⊕E4,120 (C(E6,120 )nC(E6,120 )n−16,2,12−C(E6,120 )n−1(∆12)2⊕ · · · ⊕C(∆12)2n)

⊕E4,12−1/3(C(E6,12−1/3)nC(E6,12−1/3)n−16,3,12−C(E−1/36,12 )n−1(∆12)2⊕ · · · ⊕C(∆12)2n)

⊕E4,12−1/4(C(E6,12−1/4)nC(E6,12−1/4)n−16,4,12−C(E−1/46,12 )n−1(∆12)2⊕ · · · ⊕C(∆12)2n)

⊕E4,12−1/2(C(E6,12−1/2)nC(E6,12−1/2)n−16,5,12−C(E−1/26,12 )n−1(∆12)2⊕ · · · ⊕C(∆12)2n)

⊕E4,12−1/6(C(E6,12−1/6)nC(E6,12−1/6)n−16,6,12−C(E−1/66,12 )n−1(∆12)2⊕ · · · ⊕C(∆12)2n)

(C(∆12)4(∆012)4C(∆−1/312 )4(∆−1/412 )4)(∆12)2nCE1,12+120(∆12)2n+1.

Furthermore, we can write

M2n0(12)) =C(∆12)4nC(∆12)4n−1012⊕ · · · ⊕C(∆012)4n.

Hauptmodul We define thehauptmodul of Γ0(12):

J12:= ∆012/∆12(=η3(z)η−2(2z)η−1(3z)η(4z)η2(6z)η−3(12z))

=1

q−3 + 2q+q32q7− · · · , (3.304)

wherev(J12) =−1 andv0(J12) = 1. Then, we have

J12:∂F12\ {z∈H; Re(z) =±1/2} →[−6,0]R. (3.305)

Location of the zeros of the Eisenstein series Since W12−10(12))W12 =W12,4−10(12))W12,4 = W12,3−10(12))W12,3= Γ0(12), we have

(2

3z)−kE0k,12(W12z) = (6z−2)−kE−1/2k,12 (W6,3z) = (4√ 3z+

3)−kE−1/6k,12 (W12,4z) =Ek,12 (z).

0

Furthermore, we have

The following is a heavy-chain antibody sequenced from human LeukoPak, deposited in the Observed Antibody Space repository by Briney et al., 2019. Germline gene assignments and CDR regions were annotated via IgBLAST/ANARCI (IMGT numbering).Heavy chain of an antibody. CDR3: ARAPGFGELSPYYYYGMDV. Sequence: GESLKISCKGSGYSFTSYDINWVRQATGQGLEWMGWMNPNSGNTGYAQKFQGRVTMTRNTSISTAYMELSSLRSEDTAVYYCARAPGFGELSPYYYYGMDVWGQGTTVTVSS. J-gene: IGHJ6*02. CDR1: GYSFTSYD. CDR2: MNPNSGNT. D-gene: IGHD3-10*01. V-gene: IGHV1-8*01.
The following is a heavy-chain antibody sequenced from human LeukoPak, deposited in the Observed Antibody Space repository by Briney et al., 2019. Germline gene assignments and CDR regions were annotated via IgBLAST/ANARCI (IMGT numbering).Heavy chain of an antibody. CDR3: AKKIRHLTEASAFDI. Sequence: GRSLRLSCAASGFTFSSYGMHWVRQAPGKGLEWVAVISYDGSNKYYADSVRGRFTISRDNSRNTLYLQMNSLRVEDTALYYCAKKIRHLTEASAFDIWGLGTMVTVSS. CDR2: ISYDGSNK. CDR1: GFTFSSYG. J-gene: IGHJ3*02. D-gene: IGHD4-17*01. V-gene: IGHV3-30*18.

Ek,120 (−1/2 +i/(2 tan(θ/2))) = ((e1)/(2

3))kEk,12 ((e1)/12), Ek,120 ((e15)/12) = (−(5e1)/(4

3))kEk,12 ((e5)/24), Ek,120 ((e27)/24) = (−(7e1)/(4

3))kEk,12 ((e7)/24), Ek,120 ((e15)/24) = (−(5e1)/(2

3))kEk,12 ((e5)/12), Ek,12−1/3((e35)/24) = (−(3e+ 1)/2)kEk,12 ((e1)/12), Ek,12−1/3((e31)/12) = ((3e+ 1)/4)kEk,12 ((e5)/24),

Ek,12−1/3(itan(θ/2)/3) = (−(e+ 1)/4)kEk,12 ((e7)/24), Ek,12−1/3(−1/2 +i/(6 tan(θ/2))) = (−(e1)/2)kEk,12 ((e5)/24),

Ek,12−1/4((e45)/24) = ((e+ 2)/

3)kEk,12 ((e1)/12), Ek,12−1/4(−1/2 +itan(θ/2)/4) = ((e+ 1)/(2

3))kEk,12 ((e5)/24), Ek,12−1/4(i/(4 tan(θ/2))) = ((e1)/(2

3))kEk,12 ((e7)/24), E−1/4k,12 ((e401)/12) = ((e2)/

3)kEk,12 ((e5)/12), E−1/2k,12 ((e107)/24) = ((5e+ 1)/(2

3))kEk,12 ((e1)/12), E−1/2k,12 ((e205)/24) = ((7e+ 1)/(4

3))kEk,12 ((e5)/24), E−1/2k,12 ((e101)/12) = ((5e+ 1)/(4

3))kEk,12 ((e7)/24), Ek,12−1/2(itan(θ/2)/2) = ((e+ 1)/(2

3))kEk,12 ((e5)/12), Ek,12−1/6(itan(θ/2)/6) = (−(e+ 1)/2)kEk,12 ((e1)/12), Ek,12−1/6(−1/2 +i/(3 tan(θ/2))) = (−(e1)/4)kEk,12 ((e5)/24), E−1/6k,12 ((e305)/12) = (−(3e1)/4)kEk,12 ((e7)/24), E−1/6k,12 ((e307)/24) = (−(3e1)/2)kEk,12 ((e5)/12),

wheree1= (5−13 cosθ+ 12isinθ)/(13−5 cosθ),e10 = (−5−13 cosθ+ 12isinθ)/(13 + 5 cosθ),e2 = (7−25 cosθ+24isinθ)/(25−7 cosθ),e20 = (−7−25 cosθ+24isinθ)/(25+7 cosθ),e3= (−3−5 cosθ+ 4isinθ)/(5 + 3 cosθ),e30 = (35 cosθ+ 4isinθ)/(5−3 cosθ),e4 = (4 + 5 cosθ+ 3isinθ)/(5 + 4 cosθ), ande40 = (−4 + 5 cosθ+ 3isinθ)/(5−4 cosθ).

Now, recall thatEk,12 (z) =Ek,6(2z). Then, fork6500, since we can prove that all of the zeros of Ek,6 lie on the lower arcs of∂F6 by numerical calculation, we have all of the zeros ofEk,12 in the lower arcs of∂F12.

Location of the zeros of Hecke type Faber Polynomial Form 6200, we can prove that all of the zeros ofFm,12 lie on the lower arcs of∂F12 by numerical calculation.

### Bibliography